: of, relating to, or being a grammatical case (see caseentry 1 sense 3a) that typically marks a person, place, or thing from which someone or something else is separated or the source from which someone or something comes, and is also frequently used to indicate the cause of an event or condition or the instrument by which an action is accomplished see also ablative absolute
Please find another way to pose your questions. God of a lack of abundance,
ablative god, in the middle of a procession, in the middle of things god,
your desires are showing.—Alice Gribbin, The New York Review of Books, 2 Nov. 2023 In this case, there was still plenty of margin in the ablative material on Orion, meaning the unanticipated behavior seen in the heat shield posed no risk to the spacecraft.—Eric Berger, Ars Technica, 8 Mar. 2023 To aid creative re-use of lunar resources, Greig and her colleagues propose a technology called ablative arc mining that would slurp up water ice and the kinds of metals that could be used as building materials.—Ramin Skibba, Wired, 22 Sep. 2021 Fractional lasers can be either ablative or nonablative.—Claire Bugos, Verywell Health, 21 Apr. 2023 Musk believed an epoxy-like material could be applied to the ablative chamber, which would then seep into the cracks and fill them.—Eric Berger, Ars Technica, 1 Dec. 2021 Cryotherapy is a relatively short procedure that comes with some discomfort.6 Intense pulsed light (IPL) therapy: Sometimes known as flashlamp therapy, IPL therapy is non-invasive and non-ablative.—Sarah Fielding, Health, 9 Mar. 2023 This ablative material at the bottom of the spacecraft protects the vehicle itself and any crew inside from the extremely hot conditions outside.—Eric Berger, Ars Technica, 8 Mar. 2023 The Orion vehicle flown during the EFT-1 mission featured the same basic ablative material, an epoxy known as AVCOAT that was also used by the Apollo capsules during their returns from the Moon half a century ago.—Eric Berger, Ars Technica, 9 Dec. 2022 See More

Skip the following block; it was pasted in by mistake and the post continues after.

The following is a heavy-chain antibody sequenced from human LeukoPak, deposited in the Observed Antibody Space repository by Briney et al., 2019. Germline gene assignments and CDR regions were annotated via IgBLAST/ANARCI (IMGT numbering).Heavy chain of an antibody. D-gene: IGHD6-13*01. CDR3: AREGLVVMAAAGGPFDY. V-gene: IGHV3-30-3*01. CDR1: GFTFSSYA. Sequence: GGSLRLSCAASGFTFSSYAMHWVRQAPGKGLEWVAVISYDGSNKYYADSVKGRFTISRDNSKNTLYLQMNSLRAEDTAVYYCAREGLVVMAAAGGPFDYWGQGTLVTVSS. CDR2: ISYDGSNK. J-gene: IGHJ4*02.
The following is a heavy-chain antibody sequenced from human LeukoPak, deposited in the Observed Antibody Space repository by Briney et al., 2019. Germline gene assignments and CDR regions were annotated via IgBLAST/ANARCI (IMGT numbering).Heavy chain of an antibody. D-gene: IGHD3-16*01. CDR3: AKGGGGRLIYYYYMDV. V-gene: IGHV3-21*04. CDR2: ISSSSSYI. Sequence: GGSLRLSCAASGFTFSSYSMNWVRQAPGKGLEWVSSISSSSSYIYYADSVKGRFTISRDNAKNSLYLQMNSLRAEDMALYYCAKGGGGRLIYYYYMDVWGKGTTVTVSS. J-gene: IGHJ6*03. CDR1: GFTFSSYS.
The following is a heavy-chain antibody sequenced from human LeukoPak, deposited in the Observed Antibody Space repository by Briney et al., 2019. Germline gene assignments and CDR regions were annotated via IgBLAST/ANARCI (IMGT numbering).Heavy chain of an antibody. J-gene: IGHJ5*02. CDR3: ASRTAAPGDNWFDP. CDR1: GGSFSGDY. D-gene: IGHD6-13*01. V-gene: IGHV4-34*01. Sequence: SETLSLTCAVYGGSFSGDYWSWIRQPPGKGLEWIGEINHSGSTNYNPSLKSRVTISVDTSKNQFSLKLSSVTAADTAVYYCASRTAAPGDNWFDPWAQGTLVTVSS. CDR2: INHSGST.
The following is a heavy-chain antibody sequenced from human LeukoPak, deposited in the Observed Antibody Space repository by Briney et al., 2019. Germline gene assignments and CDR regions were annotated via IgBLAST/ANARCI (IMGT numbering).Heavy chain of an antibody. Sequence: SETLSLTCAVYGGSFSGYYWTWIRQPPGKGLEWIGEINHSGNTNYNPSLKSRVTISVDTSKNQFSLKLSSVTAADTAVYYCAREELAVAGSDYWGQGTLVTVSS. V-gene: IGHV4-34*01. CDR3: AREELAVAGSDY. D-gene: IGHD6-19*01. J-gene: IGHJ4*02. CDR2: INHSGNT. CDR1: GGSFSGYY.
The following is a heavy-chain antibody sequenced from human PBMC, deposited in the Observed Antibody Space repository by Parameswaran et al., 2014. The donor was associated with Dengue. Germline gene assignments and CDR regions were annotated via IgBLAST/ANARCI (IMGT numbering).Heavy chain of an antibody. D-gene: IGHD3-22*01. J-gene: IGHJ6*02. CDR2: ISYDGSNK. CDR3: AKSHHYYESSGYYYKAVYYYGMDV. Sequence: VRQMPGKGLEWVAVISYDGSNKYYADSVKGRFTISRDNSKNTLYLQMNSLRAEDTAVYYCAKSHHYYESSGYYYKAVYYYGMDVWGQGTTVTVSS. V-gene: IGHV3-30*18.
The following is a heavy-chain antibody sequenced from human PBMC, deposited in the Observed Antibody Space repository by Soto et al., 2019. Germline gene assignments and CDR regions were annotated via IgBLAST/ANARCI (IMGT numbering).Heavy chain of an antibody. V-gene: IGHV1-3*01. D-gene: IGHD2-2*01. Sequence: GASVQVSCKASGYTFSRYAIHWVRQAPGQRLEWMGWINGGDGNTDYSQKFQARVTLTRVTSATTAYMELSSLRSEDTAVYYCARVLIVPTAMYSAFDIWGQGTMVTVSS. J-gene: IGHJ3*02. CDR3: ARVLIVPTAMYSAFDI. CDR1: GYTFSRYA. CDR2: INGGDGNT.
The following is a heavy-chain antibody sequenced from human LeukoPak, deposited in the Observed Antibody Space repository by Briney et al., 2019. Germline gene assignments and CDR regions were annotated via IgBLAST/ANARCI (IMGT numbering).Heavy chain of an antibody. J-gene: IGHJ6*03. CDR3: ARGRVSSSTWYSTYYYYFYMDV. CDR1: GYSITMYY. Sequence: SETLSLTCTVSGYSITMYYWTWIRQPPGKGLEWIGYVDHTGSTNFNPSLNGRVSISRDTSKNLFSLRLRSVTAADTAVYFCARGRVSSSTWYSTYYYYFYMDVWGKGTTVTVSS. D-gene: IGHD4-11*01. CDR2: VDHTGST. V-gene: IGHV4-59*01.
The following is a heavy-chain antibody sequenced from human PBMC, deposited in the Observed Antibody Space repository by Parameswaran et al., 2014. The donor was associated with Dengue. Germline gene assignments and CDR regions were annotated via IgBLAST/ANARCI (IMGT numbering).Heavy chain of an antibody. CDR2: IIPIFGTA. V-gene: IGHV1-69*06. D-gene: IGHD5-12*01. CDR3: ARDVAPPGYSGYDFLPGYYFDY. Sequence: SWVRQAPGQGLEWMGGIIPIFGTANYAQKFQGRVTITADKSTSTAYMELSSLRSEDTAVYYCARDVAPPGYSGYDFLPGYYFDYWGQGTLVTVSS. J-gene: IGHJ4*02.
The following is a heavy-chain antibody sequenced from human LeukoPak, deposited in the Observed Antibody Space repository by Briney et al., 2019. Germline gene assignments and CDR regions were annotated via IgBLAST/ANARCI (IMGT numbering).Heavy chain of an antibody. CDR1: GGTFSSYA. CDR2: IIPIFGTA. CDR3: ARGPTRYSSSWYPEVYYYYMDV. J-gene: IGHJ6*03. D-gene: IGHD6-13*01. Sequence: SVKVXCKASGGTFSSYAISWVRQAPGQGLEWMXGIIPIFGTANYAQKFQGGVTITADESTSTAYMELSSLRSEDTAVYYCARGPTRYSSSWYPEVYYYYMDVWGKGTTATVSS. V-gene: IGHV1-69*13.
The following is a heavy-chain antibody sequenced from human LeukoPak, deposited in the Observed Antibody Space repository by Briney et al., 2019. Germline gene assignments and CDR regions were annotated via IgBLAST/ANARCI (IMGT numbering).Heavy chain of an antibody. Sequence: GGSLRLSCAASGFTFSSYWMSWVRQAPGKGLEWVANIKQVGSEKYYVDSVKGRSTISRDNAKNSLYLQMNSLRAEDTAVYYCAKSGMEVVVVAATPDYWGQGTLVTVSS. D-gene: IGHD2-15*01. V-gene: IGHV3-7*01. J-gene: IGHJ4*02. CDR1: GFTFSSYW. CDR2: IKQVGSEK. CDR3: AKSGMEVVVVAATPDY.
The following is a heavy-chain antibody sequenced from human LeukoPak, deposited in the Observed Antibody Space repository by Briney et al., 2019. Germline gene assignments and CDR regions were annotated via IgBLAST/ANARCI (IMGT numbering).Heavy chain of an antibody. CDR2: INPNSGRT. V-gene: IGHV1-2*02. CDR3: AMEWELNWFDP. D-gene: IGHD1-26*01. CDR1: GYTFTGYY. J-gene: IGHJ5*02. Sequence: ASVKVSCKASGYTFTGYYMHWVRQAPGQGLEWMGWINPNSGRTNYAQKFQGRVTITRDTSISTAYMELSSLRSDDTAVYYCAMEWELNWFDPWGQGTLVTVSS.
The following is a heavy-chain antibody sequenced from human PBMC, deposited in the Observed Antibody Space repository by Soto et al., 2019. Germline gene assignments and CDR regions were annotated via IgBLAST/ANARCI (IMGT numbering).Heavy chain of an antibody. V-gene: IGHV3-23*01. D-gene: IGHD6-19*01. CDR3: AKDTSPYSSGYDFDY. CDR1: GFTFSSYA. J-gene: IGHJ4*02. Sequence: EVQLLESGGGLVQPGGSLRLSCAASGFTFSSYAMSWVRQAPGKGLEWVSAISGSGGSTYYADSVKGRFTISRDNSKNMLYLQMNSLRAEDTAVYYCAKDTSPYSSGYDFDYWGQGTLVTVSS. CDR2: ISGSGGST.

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Middle English ablatif, borrowed from Anglo-French or Latin; Anglo-French ablatif, borrowed from Latin ablātīvus, from ablātus, suppletive past participle of auferre "to carry away, remove" + -īvus-ive — more at ablate